How Fashion Designer Pierre Cardin Reshaped the French Fashion Industry
French fashion designer Pierre Cardin was known for his avant-garde style. His experimental designs revolutionized French haute couture. He included space-age designs and geometric patterns in his creations, and founded his own Fashion House in 1950.
He had an impressive clientele that included celebrities like Jackie Kennedy, The Beatles and Bridget Bardot. He often came up with extremely radical ideas while designing dresses. He was one of the earliest promoters of unisex fashion.
The world lost this brilliant creator on 29 December 2020. He was 98 when he passed away in a hospital in Neuilly, France.
How the French Fashion Designer Pierre Cardin Revolutionized French Fashion Industry
“Fashion has to be for tomorrow, not yesterday,” French fashion designer Pierre Cardin famously said in an interview in 2012.
He never believed in following a classic approach, and loved taking risks while designing outfits for women and men across the globe. His career spanned seven long decades. During this time, he designed ready-to-wear clothes, sunglasses, jewelry, accessories, shoes, haute couture, and more.
Cardin started dabbling in men’s clothing in the 1950s. It was nothing but a revolution. He gave the traditional business suit a brand new look. By removing collars, cuffs and lapels, he revolutionized the traditional business suit. Dougie Millings, the master tailor, adopted his style and dressed the Beatles in Cardin’s version of collarless suits. It became iconic in the fashion world.
In 1958, Cardin orchestrated a menswear fashion show in Paris for the first time in the history of haute couture. There were 250 young students who showcased his designs on the ramp. He introduced ”cylinder” pants and other radical designs to attract fashion enthusiasts.
Men appreciated his athletic-looking and comfortable menswear, and it became a popular streetwear fashion.
Space-Age and Unisex Styles
Cardin’s popular space age designs made him an icon in the haute couture arena in France. He launched his Cosmocorps collection in 1964. The technological advancements in his fabric led to widespread appreciation for the designs. He used wool for the base of the costume and metallic wires and vinyl to support the space-age dresses. Many of those dresses were unisex.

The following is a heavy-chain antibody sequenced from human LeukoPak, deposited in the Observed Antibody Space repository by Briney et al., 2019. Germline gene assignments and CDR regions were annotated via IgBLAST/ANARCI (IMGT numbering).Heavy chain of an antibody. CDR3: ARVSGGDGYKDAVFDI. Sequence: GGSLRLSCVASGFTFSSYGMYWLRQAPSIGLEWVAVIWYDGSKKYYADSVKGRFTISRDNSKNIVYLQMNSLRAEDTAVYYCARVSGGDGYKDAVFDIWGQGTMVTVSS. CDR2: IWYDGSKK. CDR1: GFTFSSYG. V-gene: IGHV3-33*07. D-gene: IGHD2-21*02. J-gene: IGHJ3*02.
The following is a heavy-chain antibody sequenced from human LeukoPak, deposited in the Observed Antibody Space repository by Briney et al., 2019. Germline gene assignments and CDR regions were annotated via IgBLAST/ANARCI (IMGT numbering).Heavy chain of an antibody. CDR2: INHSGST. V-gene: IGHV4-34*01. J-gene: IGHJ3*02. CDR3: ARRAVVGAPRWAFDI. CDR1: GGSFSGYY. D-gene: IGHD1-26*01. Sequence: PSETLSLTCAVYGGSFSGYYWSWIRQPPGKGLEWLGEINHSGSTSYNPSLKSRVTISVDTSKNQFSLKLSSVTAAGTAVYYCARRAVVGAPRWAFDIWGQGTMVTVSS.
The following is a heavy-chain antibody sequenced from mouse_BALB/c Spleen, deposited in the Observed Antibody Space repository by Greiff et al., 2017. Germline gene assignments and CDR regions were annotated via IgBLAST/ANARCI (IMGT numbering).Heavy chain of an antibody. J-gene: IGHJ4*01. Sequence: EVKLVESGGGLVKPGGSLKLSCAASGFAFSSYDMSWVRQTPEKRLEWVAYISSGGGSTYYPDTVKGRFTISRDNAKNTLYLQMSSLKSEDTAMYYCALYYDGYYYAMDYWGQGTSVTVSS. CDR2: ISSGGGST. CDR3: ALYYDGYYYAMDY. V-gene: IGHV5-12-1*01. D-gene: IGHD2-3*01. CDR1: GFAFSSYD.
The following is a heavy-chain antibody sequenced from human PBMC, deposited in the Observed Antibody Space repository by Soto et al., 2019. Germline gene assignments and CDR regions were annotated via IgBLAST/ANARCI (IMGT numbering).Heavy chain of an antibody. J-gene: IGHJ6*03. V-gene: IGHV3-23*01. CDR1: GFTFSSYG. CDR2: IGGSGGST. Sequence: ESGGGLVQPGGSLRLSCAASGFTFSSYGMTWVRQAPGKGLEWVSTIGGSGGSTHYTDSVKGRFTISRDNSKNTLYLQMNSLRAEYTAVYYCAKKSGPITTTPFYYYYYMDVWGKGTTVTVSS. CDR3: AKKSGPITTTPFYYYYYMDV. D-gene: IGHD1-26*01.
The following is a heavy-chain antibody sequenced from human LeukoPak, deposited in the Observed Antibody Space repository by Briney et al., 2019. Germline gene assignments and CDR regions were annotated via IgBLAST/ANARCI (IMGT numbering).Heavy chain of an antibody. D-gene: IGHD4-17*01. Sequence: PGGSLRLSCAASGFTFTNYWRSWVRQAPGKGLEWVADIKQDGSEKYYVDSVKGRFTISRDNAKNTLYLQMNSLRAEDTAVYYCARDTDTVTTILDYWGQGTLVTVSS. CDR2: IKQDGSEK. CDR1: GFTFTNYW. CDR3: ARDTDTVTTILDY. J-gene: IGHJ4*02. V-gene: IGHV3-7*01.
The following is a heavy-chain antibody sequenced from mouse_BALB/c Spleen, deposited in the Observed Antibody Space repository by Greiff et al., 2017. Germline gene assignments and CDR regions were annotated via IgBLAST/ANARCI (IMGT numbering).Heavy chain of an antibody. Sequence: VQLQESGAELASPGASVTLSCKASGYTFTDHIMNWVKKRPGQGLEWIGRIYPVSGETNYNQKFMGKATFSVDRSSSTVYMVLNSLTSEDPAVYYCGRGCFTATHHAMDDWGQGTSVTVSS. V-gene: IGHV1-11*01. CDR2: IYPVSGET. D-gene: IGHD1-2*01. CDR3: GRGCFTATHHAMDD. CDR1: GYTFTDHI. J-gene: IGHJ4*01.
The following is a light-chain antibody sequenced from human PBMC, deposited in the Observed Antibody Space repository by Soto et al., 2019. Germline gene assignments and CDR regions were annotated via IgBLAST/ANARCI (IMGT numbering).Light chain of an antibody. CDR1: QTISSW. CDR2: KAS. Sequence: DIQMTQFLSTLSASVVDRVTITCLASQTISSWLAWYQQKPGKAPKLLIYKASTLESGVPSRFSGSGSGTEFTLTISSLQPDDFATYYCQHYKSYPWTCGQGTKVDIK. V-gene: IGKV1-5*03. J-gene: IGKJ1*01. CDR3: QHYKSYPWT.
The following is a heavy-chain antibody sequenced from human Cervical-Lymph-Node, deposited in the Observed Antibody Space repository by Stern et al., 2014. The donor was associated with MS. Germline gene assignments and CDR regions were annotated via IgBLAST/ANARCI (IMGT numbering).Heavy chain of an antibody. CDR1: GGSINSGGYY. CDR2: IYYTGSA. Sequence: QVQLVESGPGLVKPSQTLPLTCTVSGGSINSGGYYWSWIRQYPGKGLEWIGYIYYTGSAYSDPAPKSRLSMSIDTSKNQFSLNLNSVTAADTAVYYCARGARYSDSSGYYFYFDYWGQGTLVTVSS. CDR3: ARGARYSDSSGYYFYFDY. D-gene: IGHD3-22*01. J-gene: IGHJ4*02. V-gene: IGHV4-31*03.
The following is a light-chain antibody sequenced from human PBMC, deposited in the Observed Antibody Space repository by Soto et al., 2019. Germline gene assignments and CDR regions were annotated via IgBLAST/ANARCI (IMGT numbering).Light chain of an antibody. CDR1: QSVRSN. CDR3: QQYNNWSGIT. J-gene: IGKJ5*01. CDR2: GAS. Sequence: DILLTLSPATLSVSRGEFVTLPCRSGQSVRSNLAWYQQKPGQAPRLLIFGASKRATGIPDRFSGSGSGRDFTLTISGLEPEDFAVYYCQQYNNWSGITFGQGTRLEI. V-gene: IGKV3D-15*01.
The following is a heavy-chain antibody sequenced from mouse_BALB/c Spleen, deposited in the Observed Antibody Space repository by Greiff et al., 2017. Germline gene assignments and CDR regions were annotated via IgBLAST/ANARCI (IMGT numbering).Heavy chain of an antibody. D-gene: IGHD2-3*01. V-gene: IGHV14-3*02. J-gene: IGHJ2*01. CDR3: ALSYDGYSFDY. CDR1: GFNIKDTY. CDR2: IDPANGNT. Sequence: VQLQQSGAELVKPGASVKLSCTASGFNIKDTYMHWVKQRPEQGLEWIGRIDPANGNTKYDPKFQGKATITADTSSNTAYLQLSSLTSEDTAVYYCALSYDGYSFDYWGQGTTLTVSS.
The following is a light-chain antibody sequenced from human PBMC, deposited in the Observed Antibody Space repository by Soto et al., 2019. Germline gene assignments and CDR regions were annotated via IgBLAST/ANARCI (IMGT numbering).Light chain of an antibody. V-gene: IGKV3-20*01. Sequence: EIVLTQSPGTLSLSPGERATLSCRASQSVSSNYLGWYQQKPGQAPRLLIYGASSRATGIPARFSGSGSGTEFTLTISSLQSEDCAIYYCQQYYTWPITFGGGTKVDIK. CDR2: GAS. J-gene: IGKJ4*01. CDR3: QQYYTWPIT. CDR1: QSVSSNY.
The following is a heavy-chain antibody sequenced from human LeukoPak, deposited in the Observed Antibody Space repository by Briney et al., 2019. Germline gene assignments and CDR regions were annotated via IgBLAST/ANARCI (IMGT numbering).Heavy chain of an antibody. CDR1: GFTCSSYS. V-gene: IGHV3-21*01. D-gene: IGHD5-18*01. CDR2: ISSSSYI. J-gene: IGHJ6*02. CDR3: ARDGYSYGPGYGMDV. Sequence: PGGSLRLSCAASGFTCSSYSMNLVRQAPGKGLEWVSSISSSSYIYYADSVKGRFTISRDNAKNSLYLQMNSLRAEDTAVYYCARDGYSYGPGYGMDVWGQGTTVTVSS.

French fashion designer Pierre Cardin didn’t favor pants for women. hE paired minidresses with stockings or patterned tights. He designed the “Long Longuette” to replace maxi dresses, which were quite popular in the ‘70s.
In 1971, a German firm launched a stretch fabric. Unsurprisingly, Cardin became its promoter. He continued his experiments with shoulder patterns, and in 1979, introduced exaggerated shoulders.
Cardin visited the NASA headquarters in 1971. His picture wearing a spacesuit took the world by storm. He incorporated those designs in his creations later, which were full of geometric patterns and inflated designs.
Cardin is known as the inventor of unisex designs. His Cosmos collection broke established norms with biomorphic dresses for men and women. The hourglass silhouette, which was the trademark for women’s fashion, was finally defeated.
He believed that the body should move freely inside the dresses and that the fabric should not restrict movement. This became the motto of the women’s liberation movement, and Cardin became a part of social reform. Until then, society dictated that a woman’s body be restricted inside a corset for an hourglass look.
Ready to Wear
In 1958, French fashion designer Pierre Cardin orchestrated a ready-to-wear fashion show in Printemps, a Parisian department store. He made his designs available to the common man. This practice was frowned upon by designers across the globe as they considered their designs exclusive and elite. Cardin believed that fashion is for the masses and that everyone has a right to look good.
Usage of Logo
The distinct Pierre Cardin logo that we see on the ensemble created by this brand today was the brainchild of this genius. Till then, none of the designers used their logos on creations externally. In the 1960s, Cardin came up with this idea to make his logo popular amongst fashion lovers. Other designers found this idea a cheap attempt to grab attention.
It became common practice for labels across the globe, and today we see logos on every piece of clothing or accessory we buy.
French fashion designer Pierre Cardin took his brand to a global scale. He even licensed his brand name in 1968. He started designing space-age furniture, crockery, perfumes, ballpoint pens, and many other accessories. This was unheard of in the world of fashion.
Cardin conducted fashion shows in Asia in prominent locations like Japan, Russia, China and Vietnam. European designers had not gone this far. Over time, global brands set up their businesses across multiple continents and launched e-commerce portals to make their designs available globally.
No one can replace Pierre Cardin’s genius. His legacy endures and inspires designers across the globe.